It's well known that people love a winner. Whena sports team gets hot, everyone jumps on thebandwagon. We just can't resist going along forthe ride. Inevitably, the team will cool off,because what goes up must eventually come down.When it does, you'd better not be standing in the exit.By that time, the masses will be setting out to attachthemselves to the next hot ticket item. The same istrue with growth stocks.
According to a recent report, investorsrepeatedly lavish newly anointed stock deities withtheir hard-earned dollars because, quite honestly, theinvestments can be highly profitable. Of course, justas fans have little indication when their team mightcool down and lose 8 games in a row, not manyinvestors have the level of impeccable timing requiredto jump off the growth-stock bandwagon at preciselythe right moment.
Hot Stock Politics
Is today's Krispy Kreme Doughnuts, which is tradingat 50 times earnings, a modern-day Home Depot?The latter saw its stock price fall from $50 to $20 followingmanagement's warning that earnings werecoming up short. Will it be long before the fresh tasteof Krispy Kreme's product suddenly goes stale? suggests a close look at the history of formerstock market darlings to gain some perspective.From 1985 to 2000, Home Depot experienced anexplosive growth in sales and earnings. Approximately1500 of its warehouse-type stores soon dottedthe landscape, and investors were rewarded with anincredible 15,000% return (before dividends) duringthat 15-year period. But when management issued alower-than-anticipated earnings forecast, the company'sstock plummeted 28% in 1 session. Althoughmanagement blamed the soft economy, was it reallythe result of market saturation?
During the mid- to late 1990s, shares of Gap stockrose steadily, from a split-adjusted 10 up to 60. But thecompany had saturated the United States with its core-brandstores, and once other merchants like Targetand JC Penney figured out the casual sportswear market,Gap saw its sales growth slide. By November2002, Gap stock was trading at around $13. It hassince climbed slightly upward to just over $19.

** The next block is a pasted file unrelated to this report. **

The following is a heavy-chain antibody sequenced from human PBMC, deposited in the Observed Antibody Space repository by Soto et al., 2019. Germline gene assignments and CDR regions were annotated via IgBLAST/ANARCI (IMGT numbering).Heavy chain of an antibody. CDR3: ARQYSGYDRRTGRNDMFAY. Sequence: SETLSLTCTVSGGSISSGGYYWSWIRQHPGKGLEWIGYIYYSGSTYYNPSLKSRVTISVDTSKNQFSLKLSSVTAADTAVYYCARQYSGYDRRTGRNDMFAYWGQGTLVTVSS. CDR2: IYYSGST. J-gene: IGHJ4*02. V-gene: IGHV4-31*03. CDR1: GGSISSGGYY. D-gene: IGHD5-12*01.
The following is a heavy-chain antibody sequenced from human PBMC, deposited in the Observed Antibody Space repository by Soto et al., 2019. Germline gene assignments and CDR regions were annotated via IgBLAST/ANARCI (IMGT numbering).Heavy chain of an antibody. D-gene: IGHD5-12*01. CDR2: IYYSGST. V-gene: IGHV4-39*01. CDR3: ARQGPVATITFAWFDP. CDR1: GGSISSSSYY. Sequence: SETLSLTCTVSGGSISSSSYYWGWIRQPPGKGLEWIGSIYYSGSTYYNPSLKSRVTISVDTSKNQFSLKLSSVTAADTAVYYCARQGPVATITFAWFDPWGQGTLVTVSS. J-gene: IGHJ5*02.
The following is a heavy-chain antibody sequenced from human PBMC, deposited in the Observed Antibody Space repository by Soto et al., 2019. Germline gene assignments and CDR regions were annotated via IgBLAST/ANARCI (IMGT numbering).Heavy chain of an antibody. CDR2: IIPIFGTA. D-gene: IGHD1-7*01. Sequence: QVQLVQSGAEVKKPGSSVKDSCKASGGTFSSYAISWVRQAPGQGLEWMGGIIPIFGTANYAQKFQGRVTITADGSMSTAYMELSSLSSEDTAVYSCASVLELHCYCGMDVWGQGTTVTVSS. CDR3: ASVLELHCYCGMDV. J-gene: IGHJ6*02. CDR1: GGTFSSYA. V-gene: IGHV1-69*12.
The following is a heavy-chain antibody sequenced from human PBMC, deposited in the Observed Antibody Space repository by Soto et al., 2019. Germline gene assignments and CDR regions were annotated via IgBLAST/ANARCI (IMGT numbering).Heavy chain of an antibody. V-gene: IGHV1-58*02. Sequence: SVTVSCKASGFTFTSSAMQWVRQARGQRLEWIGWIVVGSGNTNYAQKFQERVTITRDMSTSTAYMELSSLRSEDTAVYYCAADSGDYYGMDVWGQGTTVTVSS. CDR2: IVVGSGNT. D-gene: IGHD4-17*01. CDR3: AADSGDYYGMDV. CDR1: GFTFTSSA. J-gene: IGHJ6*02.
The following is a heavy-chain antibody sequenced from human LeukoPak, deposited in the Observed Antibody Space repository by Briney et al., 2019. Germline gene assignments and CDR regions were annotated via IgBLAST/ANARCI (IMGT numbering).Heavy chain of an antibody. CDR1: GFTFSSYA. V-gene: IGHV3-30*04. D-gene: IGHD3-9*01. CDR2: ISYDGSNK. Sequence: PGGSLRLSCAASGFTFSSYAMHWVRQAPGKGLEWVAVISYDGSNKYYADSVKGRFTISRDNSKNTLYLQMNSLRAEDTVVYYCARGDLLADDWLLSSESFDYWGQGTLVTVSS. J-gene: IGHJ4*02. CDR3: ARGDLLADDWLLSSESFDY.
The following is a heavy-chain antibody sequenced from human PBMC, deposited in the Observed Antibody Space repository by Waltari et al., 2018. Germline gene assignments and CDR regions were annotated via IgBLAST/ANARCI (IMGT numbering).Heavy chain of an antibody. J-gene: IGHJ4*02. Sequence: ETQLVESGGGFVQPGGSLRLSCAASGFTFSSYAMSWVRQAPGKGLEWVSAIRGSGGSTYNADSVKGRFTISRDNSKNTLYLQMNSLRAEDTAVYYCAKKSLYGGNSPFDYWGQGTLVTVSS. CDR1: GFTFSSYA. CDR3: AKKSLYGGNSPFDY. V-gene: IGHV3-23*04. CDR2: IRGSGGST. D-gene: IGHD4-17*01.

Companies can't increase their profits at above-averagerates forever. And they can't grow faster thanthe market over an indefinite period of time. Aresearch paper published in 2001 by the NationalBureau of Economic Research found that between1951 and 1997, only 67 (3.6%) of 1833 eligible companieshad operating income above the market medianfor 5 consecutive years. Only 4 companies manageda 10-year gain streak. Even McDonald's falteredwhen it reached saturation in the United States.
The article notes that it would not be surprisingif soaring growth stocks eventually came backto Earth. The question is, at what point does a retailerreach saturation, or at least come near the pointwhere growth comes in much smaller and less profitableincrements? There is no definitive answer, butthere are some tell-tale signs that the rose may be offthe bloom on some favorite stocks.
The first indicator that a hot stock is cooling downis a slip in profit margins. A decline in earnings qualityis also cause for concern. It might be time to pull theplug when nonoperating items contribute increasinglyto growth, tax rates decline, and expenses are capitalizedat an escalating rate. Watch for balance sheet shifts,such as rising receivables or slower inventory turnover,as additional signs of an earnings slowdown.
Another indicator is management turnover or a suddenchange in corporate strategy. This could include anincreased emphasis on overseas markets or a riskyacquisition that the company makes, particularly if thatacquisition is in a noncore business. Also, when a previouslystrong stock begins to sag without explanation,chances are other investors have already figured out thatsomething's not right.